Filing 19

ORDER denying 10 Plaintiff's Motion for Summary Judgment and granting 16 Defendant's Motion for Summary Judgment. Signed by Judge Alan N. Bloch on 5/10/2024. (dpo)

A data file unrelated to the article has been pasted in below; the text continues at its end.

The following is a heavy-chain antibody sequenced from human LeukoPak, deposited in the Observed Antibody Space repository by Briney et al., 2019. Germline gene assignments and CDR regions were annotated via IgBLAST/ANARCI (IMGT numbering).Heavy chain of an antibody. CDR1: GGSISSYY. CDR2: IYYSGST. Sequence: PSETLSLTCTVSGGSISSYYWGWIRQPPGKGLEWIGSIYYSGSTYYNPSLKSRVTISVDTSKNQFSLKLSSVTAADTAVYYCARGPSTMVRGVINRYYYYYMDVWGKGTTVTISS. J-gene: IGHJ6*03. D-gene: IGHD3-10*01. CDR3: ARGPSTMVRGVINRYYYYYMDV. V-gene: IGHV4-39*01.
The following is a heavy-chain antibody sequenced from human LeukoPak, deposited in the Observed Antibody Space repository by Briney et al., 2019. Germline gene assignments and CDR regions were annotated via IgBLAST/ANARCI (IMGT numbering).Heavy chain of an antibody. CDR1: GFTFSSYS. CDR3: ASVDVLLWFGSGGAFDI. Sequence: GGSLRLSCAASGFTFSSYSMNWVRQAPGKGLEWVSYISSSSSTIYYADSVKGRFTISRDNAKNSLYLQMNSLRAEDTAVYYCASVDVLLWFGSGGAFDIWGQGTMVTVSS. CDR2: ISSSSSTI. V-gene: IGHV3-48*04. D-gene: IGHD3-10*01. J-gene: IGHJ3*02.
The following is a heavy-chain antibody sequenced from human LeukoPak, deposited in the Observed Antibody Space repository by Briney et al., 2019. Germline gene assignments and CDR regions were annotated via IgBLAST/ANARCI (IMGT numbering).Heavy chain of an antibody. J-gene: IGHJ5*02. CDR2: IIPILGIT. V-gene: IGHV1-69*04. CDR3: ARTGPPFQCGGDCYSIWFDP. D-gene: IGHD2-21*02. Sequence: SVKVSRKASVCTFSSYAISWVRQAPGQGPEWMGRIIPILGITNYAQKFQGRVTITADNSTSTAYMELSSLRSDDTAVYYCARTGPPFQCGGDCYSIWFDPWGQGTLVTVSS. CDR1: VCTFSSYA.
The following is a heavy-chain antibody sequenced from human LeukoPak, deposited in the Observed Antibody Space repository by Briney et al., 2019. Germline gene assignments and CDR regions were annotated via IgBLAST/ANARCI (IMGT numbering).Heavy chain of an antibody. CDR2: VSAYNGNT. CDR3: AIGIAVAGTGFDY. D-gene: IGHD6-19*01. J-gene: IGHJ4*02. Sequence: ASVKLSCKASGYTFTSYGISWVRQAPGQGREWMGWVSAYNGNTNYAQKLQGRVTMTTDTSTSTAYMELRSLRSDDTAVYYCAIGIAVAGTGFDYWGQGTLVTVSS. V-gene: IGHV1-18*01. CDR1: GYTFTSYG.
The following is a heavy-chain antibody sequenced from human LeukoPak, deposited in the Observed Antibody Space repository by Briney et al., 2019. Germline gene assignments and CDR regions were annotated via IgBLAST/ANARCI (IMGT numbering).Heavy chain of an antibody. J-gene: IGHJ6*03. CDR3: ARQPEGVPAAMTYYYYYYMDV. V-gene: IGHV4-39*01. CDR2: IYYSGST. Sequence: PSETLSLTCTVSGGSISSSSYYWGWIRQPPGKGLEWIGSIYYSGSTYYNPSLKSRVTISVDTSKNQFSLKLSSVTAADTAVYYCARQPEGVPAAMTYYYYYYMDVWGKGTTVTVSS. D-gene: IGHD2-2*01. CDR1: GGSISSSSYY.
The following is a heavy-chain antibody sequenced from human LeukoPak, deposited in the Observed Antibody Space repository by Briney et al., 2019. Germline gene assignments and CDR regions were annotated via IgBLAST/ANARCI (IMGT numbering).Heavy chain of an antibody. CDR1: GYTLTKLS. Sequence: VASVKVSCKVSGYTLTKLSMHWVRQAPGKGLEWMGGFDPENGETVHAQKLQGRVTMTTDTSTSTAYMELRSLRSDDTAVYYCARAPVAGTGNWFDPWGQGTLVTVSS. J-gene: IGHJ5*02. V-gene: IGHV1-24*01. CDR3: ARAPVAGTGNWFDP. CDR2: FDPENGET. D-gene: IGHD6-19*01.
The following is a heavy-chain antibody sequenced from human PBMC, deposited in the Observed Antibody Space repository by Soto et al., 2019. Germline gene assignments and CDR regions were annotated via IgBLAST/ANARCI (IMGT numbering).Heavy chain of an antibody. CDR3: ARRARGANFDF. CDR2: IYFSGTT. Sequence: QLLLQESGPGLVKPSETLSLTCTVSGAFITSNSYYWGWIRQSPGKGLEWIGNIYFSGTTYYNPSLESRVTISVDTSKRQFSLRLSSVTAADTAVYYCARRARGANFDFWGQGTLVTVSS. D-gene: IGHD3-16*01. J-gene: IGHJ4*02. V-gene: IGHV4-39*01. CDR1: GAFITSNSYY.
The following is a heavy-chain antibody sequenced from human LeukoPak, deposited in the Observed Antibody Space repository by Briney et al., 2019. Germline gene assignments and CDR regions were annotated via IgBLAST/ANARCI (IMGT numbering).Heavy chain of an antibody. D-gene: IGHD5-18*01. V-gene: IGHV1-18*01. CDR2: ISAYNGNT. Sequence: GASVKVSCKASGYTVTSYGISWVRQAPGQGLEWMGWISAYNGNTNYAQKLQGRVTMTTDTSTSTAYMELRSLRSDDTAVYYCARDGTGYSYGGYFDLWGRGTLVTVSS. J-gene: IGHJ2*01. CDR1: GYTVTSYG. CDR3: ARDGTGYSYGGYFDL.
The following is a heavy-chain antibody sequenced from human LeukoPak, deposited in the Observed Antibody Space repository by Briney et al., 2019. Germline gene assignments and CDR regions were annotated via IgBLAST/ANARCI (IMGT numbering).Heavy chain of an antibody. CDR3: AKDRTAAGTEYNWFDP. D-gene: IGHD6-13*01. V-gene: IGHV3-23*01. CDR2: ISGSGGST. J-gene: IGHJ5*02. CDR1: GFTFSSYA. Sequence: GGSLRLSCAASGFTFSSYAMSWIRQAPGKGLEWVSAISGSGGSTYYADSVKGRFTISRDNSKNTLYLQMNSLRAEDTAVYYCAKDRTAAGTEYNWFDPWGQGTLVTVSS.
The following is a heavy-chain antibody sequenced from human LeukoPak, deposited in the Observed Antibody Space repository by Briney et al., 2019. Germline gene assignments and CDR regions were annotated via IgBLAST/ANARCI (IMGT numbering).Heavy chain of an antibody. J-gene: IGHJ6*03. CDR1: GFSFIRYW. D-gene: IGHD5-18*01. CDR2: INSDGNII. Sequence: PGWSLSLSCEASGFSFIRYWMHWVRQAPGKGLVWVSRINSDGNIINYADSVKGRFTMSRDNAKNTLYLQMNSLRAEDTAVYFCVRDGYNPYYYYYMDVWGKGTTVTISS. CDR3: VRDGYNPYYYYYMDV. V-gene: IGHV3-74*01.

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IN THE UNITED STATES DISTRICT COURT FOR THE WESTERN DISTRICT OF PENNSYLVANIA ROBERT McLAREN, Plaintiff, v. MARTIN O’MALLEY,1 Commissioner of Social Security, Defendant. ) ) ) ) ) ) ) ) ) ) ) Civil Action No. 23-558 ORDER AND NOW, this 10th day of May, 2024, upon consideration of the parties’ crossmotions for summary judgment, the Court, after reviewing the Commissioner of Social Security’s final decision denying Plaintiff’s claim for disability insurance benefits under Subchapter II of the Social Security Act, 42 U.S.C. §§ 401 et seq., finds that the Commissioner’s findings are supported by substantial evidence and, accordingly, affirms. See 42 U.S.C. § 405(g); Biestek v. Berryhill, 139 S. Ct. 1148, 1153-54 (2019); Jesurum v. Secretary of U.S. Dep’t of Health & Human Servs, 48 F.3d 114, 117 (3d Cir. 1995) (citing Brown v. Bowen, 845 F.2d 1211, 1213 (3d Cir. 1988)). See also Berry v. Sullivan, 738 F. Supp. 942, 944 (W.D. Pa. 1990) (if supported by substantial evidence, the Commissioner’s Martin O’Malley is substituted as the defendant in this matter, replacing former Acting Commissioner Kilolo Kijakazi pursuant to Federal Rule of Civil Procedure 25(d) and 42 U.S.C. § 405(g). 1 1 decision must be affirmed, as a federal court may neither reweigh the evidence, nor reverse, merely because it would have decided the claim differently) (citing Cotter v. Harris, 642 F.2d 700, 705 (3d Cir. 1981)).2 Plaintiff argues that the Administrative Law Judge (“ALJ”) committed errors of fact and law in assessing his subjective reports and in determining his residual functional capacity (“RFC”). (Doc. No. 11). Plaintiff specifically asserts that the ALJ did not credit significant probative evidence and committed an error of law by rejecting his subjective complaints because they were not established by objective evidence. (Id. at 11-15). Further, Plaintiff posits that the ALJ’s RFC limiting him to light work with postural and environmental limitations was made in error because the ALJ did not acknowledge Plaintiff’s osteoarthritis of both knees, obesity, chronic obstructive pulmonary disease (“COPD”), and fatigue. (Id.). Additionally, Plaintiff attaches to his brief an exhibit titled “index to medical record” containing a chart summary of each doctor’s opinion and organized by those produced before his date of last insured (“DLI”) and those produced after his DLI. (Doc. No. 11-1). For the following reasons, the Court finds no merit in Plaintiff’s arguments and affirms the ALJ’s finding of non-disability. 2 In disagreeing with Plaintiff’s first argument that the ALJ erred by rejecting his subjective complaints and ignoring significant probative evidence, the Court notes that an ALJ is not under an obligation to simply accept what the claimant said without question. See 20 C.F.R. § 404.1529(c)(4); Chandler v. Comm’r of Soc. Sec., 667 F.3d 356, 363 (3d Cir. 2011). Further, when an ALJ has articulated reasons supporting a credibility determination, that determination is afforded significant deference. See Horodenski v. Comm’r of Soc. Sec., 215 Fed. Appx. 183, 188-89 (3d Cir. 2007); Reefer v. Barnhart, 326 F.3d 376, 380 (3d Cir. 2003). While Plaintiff is correct that the ALJ cannot ignore significant probative evidence, see Johnson v. Comm’r of Soc. Sec., 529 F.3d 198, 203-04 (3d Cir. 2008), here the ALJ considered Plaintiff’s testimony and reasonably concluded that it was not credible. The Court finds that the ALJ’s analysis of Plaintiff’s testimony was logical and that the ALJ did not ignore significant probative evidence. Plaintiff argues that the ALJ failed to credit significant probative evidence without explanation, failed to discuss evidence contrary to Plaintiff’s complaints, and rejected Plaintiff’s testimony solely because it was not established by objective evidence. (Doc. No. 11 at 7-15). Plaintiff points to evidence outside the relevant period, namely a stroke he suffered in November 2015 and a diagnosis of osteoarthritis in both knees, to show that his testimony was credible. (Id. at 12-13; R. 19, 529 (noting the relevant period was May 30 to Dec. 31, 2018 and Plaintiff suffered a stroke in November 2015 and was diagnosed with osteoarthritis on January 29, 2018)). However, during the relevant period, Plaintiff’s physical exam findings were 2 unremarkable, Plaintiff denied symptoms to his providers, and he reported feeling well. (R. 24-25). Further, while Plaintiff argues that the ALJ ignored his complaints of fatigue, Plaintiff does not point to any part of the record where he complained of fatigue during the relevant period, as Defendant points out. (Doc. No. 17 at 12). Rather, Plaintiff points to extraneous evidence, including an article from the American Stroke Association, showing that there is a correlation between strokes and fatigue. (Doc. No. 11 at 12-13). For these reasons, Plaintiff’s first argument is without merit. Plaintiff’s argument that the ALJ could not reject his complaints solely because they are not established by objective evidence is equally unconvincing. (Id. at 11) (citing Mason v. Shalala, 994 F.2d 1058, 1067 (3d Cir. 1993); Rutherford v. Barnhart, 399 F.3d 546, 554 (3d Cir. 2005)). In both Mason and Rutherford, the United States Court of Appeals for the Third Circuit explained that subjective complaints can be rejected when contrary medical evidence exists within the record. See Mason, 994 F.2d at 1067 (noting the claimant’s complaints “may not be disregarded unless there exists contrary medical evidence”); Rutherford, 399 F.3d at 554 (stating an “ALJ can reject such a limitation if there is conflicting evidence in the record”). In this case, the ALJ rejected Plaintiff’s subjective complaints based on contrary medical evidence; indeed, the ALJ explained that Plaintiff’s symptoms such as shortness of breath and chest pain were refuted by objective medical evidence during the relevant period, specifically Plaintiff’s exams showing normal respiration, clear lungs, and regular heart rate. (R. 24; Ex. B2F/37). Accordingly, the ALJ’s rejection of Plaintiff’s subjective complaints is supported by substantial evidence. The Court also finds no merit to Plaintiff’s argument that the ALJ ignored medical evidence in determining Plaintiff’s RFC. Plaintiff argues that the ALJ failed to incorporate his osteoarthritis in both knees, obesity, COPD, and fatigue into his RFC. The Court notes that in making an RFC determination, the ALJ, of course, must consider all the evidence before him. See Plummer, 186 F.3d at 429. The ALJ must give an indication of the evidence which he or she rejects and the reasons for discounting such evidence. See id.; Cotter, 642 F.2d at 705. “In the absence of such an indication, the reviewing court cannot tell if significant probative evidence was not credited or simply ignored.” Cotter, 642 F.2d at 705. Here, it is clear the ALJ considered Plaintiff’s obesity, COPD, and fatigue to the extent they were relevant during the applicable period. As to his obesity, the ALJ specifically incorporated this into Plaintiff’s RFC, stating, “[a]lthough the claimant has alleged no specific limitations due to his weight, the effects of obesity, alone and in combination with other impairments, have been considered in determining his residual functional capacity.” (R. 25). The ALJ also considered Plaintiff’s COPD and intermittent use of oxygen. (R. 23, 26). The ALJ considered this even though Plaintiff admitted during his hearing that he did not need oxygen during the relevant period in 2018. (R. 47). As to Plaintiff’s fatigue, Plaintiff cites no evidence that he suffered from fatigue during the relevant period, and he denied feeling fatigued several times at his doctors’ appointments. (R. 444, 555). Moreover, the ALJ specifically decided to limit Plaintiff 3 Therefore, IT IS HEREBY ORDERED that Plaintiff’s Motion for Summary Judgment (Doc. No. 10) is DENIED and that Defendant’s Motion for Summary Judgment (Doc. No. 16) is GRANTED. s/Alan N. Bloch United States District Judge ecf: Counsel of record to light work “to further address the claimant’s described symptoms of chest pain and shortness of breath, as well as the references to long-standing cardiac problems, leg pain, and obesity.” (R. 26). The ALJ therefore more than adequately addressed this evidence. Additionally, the Court rejects Plaintiff’s argument that the ALJ erred by failing to consider Plaintiff’s bilateral osteoarthritis. While Plaintiff was diagnosed with bilateral osteoarthritis before the relevant period, the record reveals that Plaintiff did not seek treatment for knee pain, denied musculoskeletal symptoms, and walked with a normal gait during the relevant period. (R. 490-91). Plaintiff’s lack of symptoms during this period account for the ALJ’s lack of specific limitations incorporating this impairment. See Rutherford, 399 F.3d at 554 (stating the ALJ need only incorporate “credibly established limitations” into the RFC). In sum, the ALJ’s RFC is supported by substantial evidence. Lastly, the Court notes that Plaintiff’s Exhibit A, titled “index to medical record[,]” is cumulative evidence that does not qualify for a “new evidence” remand. See 42 U.S.C.A. § 405(g) (stating that to support a “new evidence” remand of a case, the evidence must be new and not merely cumulative of what is already in the record, among other criteria); Szubak v. Secretary of Health & Human Services, 745 F.2d 831, 833 (3d Cir. 1984) (explaining that “§ 405(g) now requires that to support a ‘new evidence’ remand the evidence must first be ‘new’ and not merely cumulative of what is already in the record.”). Accordingly, the Court did not consider this exhibit as substantive evidence. For all these reasons, the Court affirms the decision of the ALJ. 4